Now sure that we were on the right road, we could really enjoy the beautiful scenery as the soft hills of the Scottish borders rose ahead of us. It wasn't long before we were in Eskdalemuir, just as the rain started to fall gently - aha, that's why the hills are soft! The Tibetan tea room at the Kagyu Samye Ling buddhist monastery was a welcome, if unexpected sight. Tea and carrot cake beckoned.

After 3/4 hour stop, during which time the rain really came down in buckets, we were starting to think that Matt and Will had perhaps gone straight on past the cafe. However, just as we were getting back on our bikes, in they rolled looking very wet and rather bad tempered. "We got sooooo lost!" was Will's opening comment...followed quickly by "lesson learned - never follow random cyclists who take you off your own route." Oooops. Hearty apologies to you both if you read this. I hope you got well fueled up at the cafe for the rest of your day and that the remainder of your trip goes well - do get in touch.

Although the rain had lessened, it never really gave up completely for the rest of the leg to Peebles. This was 36 miles with three long hill sections. They were all good to climb and on one of the descents, I was treated to the sight of a huge bird of prey passing right in front of me. It is most likely to have been a buzzard but, as I thought it looked considerably bigger, it may have been a golden eagle - there are some in the area.

As Peebles finally came into view, my legs were running on empty and after an excited greeting from my nephew, Lewis, I wolfed down the sandwich that my waiting sister and brother-in-law Jenny and John had got for me while I waited for Paul and Phil. They too were into the red, energy wise...it had been a sapping 75 miles.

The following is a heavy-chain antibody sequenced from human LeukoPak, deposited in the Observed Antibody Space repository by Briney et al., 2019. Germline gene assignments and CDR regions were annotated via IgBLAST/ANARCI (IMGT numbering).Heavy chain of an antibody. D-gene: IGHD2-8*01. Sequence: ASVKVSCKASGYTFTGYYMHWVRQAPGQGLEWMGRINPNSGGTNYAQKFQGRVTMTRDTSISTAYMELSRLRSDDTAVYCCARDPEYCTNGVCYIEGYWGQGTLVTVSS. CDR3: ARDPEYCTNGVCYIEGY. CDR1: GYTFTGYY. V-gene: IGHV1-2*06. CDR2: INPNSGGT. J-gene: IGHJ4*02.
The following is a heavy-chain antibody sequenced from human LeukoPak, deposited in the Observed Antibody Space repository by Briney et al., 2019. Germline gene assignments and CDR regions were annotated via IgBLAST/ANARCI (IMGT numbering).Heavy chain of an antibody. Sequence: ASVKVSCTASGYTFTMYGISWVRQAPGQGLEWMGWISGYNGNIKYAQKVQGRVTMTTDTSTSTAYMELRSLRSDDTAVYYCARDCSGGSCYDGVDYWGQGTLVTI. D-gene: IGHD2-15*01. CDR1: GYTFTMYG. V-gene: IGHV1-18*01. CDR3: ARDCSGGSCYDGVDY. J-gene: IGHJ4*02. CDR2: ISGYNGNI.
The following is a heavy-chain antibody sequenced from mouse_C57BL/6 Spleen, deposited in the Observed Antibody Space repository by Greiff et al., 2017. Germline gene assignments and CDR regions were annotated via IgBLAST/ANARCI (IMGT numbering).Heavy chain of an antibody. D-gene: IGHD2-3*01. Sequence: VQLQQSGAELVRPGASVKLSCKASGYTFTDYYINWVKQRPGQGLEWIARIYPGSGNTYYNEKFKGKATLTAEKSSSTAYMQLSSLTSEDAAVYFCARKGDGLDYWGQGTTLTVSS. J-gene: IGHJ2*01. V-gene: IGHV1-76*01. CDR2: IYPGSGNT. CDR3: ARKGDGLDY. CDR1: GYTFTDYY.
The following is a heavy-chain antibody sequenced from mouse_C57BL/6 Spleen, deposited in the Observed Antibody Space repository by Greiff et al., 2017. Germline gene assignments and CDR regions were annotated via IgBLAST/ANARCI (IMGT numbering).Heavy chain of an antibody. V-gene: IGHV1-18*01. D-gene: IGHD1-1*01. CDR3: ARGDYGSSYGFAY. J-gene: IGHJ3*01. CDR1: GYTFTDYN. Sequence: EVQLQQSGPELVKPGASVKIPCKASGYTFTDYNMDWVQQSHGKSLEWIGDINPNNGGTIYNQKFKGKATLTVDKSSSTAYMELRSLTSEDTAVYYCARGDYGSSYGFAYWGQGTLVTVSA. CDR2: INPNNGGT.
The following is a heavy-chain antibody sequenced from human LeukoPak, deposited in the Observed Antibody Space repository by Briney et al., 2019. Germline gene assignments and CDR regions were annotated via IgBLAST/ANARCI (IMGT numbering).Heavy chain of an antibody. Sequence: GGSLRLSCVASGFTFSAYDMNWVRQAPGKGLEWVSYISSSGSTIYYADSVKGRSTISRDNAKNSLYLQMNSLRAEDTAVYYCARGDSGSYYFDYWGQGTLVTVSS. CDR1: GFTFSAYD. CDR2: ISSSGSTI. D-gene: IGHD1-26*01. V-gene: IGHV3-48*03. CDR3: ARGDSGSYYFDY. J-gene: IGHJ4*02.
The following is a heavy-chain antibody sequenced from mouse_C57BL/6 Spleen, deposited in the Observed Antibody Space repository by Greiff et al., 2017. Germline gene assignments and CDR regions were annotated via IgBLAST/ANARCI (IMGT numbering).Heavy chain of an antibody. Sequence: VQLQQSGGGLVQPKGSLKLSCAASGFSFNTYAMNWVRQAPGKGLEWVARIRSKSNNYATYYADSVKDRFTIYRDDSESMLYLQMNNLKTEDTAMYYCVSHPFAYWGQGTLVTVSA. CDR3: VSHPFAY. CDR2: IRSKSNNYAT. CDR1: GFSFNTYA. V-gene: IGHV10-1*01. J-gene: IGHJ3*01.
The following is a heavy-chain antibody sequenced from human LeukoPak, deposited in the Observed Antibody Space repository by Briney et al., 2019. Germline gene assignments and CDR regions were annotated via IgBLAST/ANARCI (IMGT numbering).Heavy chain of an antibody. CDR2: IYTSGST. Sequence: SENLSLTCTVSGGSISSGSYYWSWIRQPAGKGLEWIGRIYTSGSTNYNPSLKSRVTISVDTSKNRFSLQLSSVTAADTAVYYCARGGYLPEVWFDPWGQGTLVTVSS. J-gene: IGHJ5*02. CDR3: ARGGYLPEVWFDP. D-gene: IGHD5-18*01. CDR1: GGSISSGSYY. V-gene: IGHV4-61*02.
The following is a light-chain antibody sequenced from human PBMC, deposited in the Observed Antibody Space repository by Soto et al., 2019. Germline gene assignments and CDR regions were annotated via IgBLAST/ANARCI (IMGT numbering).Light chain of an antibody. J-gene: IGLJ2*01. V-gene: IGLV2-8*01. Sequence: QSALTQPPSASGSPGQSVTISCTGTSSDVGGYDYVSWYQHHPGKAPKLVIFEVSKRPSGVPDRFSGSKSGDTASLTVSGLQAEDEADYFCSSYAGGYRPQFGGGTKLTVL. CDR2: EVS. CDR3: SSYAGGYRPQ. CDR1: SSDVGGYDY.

John was to cycle with us for the rest of the route into Edinburgh and we soon settled in to a draughting formation, taking in turns to battle the strengthening head wind. I have to say, I was quite relieved to see the familiar slope of the Hill End dry ski slope which is where Phil and Paul were to be picked up and taken back to Cumbria.

As John and I completed the last couple of miles to into Shandon, I was delighted to be met by my German friends Sascha and Jana and even Lewis got to cycle the last mile home!

I write tonight having been superbly fed by my sister. Her culinary triumph may well prove to be best cake of the trip...

Cake Review - Buddhist carrot cake. Tasty, well spiced and with good icing, could have been slightly more moist! - 7 out of 10. Apple and hazelnut cake. Iced with chocolate cream and with a hint of cinnamon, this was moist flavour heaven. Have had to adjust the rating system slightly - 11 out of 11.

 
Dalston cycle track


With Phil, Paul, Dad and Victoria in Carlisle


Are we on the wrong road yet? - with Matt and Will


Soft border hills


Himalayas in the borders


Tibetan Tea Rooms


Excited nephew Lewis in Peebles


With Phil, Paul and John after a long day


"You're not pedaling, Daddy!"


Lewis tries on his Cyclaid t-shirt